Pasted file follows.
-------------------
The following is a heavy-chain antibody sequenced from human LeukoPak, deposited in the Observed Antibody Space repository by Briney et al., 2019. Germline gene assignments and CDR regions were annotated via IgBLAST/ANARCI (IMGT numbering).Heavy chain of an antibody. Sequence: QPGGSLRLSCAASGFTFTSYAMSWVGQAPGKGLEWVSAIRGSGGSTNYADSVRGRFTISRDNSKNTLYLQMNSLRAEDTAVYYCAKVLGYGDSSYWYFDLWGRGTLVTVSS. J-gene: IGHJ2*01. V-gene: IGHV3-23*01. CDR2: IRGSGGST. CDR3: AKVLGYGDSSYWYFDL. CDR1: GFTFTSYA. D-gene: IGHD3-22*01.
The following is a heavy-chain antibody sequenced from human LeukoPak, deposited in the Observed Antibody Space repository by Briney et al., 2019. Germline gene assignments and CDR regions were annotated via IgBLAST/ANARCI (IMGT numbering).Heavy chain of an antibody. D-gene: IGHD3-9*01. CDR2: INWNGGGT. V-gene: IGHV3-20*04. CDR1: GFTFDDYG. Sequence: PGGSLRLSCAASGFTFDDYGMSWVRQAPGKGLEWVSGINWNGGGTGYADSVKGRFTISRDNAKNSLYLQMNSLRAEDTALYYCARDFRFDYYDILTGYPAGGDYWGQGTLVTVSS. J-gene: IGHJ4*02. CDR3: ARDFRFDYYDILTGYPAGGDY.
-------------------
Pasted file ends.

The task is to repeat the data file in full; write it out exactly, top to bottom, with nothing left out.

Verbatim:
The following is a heavy-chain antibody sequenced from human LeukoPak, deposited in the Observed Antibody Space repository by Briney et al., 2019. Germline gene assignments and CDR regions were annotated via IgBLAST/ANARCI (IMGT numbering).Heavy chain of an antibody. Sequence: QPGGSLRLSCAASGFTFTSYAMSWVGQAPGKGLEWVSAIRGSGGSTNYADSVRGRFTISRDNSKNTLYLQMNSLRAEDTAVYYCAKVLGYGDSSYWYFDLWGRGTLVTVSS. J-gene: IGHJ2*01. V-gene: IGHV3-23*01. CDR2: IRGSGGST. CDR3: AKVLGYGDSSYWYFDL. CDR1: GFTFTSYA. D-gene: IGHD3-22*01.
The following is a heavy-chain antibody sequenced from human LeukoPak, deposited in the Observed Antibody Space repository by Briney et al., 2019. Germline gene assignments and CDR regions were annotated via IgBLAST/ANARCI (IMGT numbering).Heavy chain of an antibody. D-gene: IGHD3-9*01. CDR2: INWNGGGT. V-gene: IGHV3-20*04. CDR1: GFTFDDYG. Sequence: PGGSLRLSCAASGFTFDDYGMSWVRQAPGKGLEWVSGINWNGGGTGYADSVKGRFTISRDNAKNSLYLQMNSLRAEDTALYYCARDFRFDYYDILTGYPAGGDYWGQGTLVTVSS. J-gene: IGHJ4*02. CDR3: ARDFRFDYYDILTGYPAGGDY.